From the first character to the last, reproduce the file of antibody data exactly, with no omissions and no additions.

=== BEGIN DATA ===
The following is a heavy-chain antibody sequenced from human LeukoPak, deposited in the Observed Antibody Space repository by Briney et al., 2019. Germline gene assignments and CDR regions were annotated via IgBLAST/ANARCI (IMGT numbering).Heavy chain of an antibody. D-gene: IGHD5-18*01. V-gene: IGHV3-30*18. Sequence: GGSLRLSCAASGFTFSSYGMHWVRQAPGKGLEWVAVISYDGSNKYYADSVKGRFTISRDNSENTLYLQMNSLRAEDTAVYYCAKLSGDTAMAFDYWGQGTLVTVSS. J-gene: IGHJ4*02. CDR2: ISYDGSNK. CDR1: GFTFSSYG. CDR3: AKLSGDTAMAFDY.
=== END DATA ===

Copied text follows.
The following is a heavy-chain antibody sequenced from human LeukoPak, deposited in the Observed Antibody Space repository by Briney et al., 2019. Germline gene assignments and CDR regions were annotated via IgBLAST/ANARCI (IMGT numbering).Heavy chain of an antibody. D-gene: IGHD5-18*01. V-gene: IGHV3-30*18. Sequence: GGSLRLSCAASGFTFSSYGMHWVRQAPGKGLEWVAVISYDGSNKYYADSVKGRFTISRDNSENTLYLQMNSLRAEDTAVYYCAKLSGDTAMAFDYWGQGTLVTVSS. J-gene: IGHJ4*02. CDR2: ISYDGSNK. CDR1: GFTFSSYG. CDR3: AKLSGDTAMAFDY.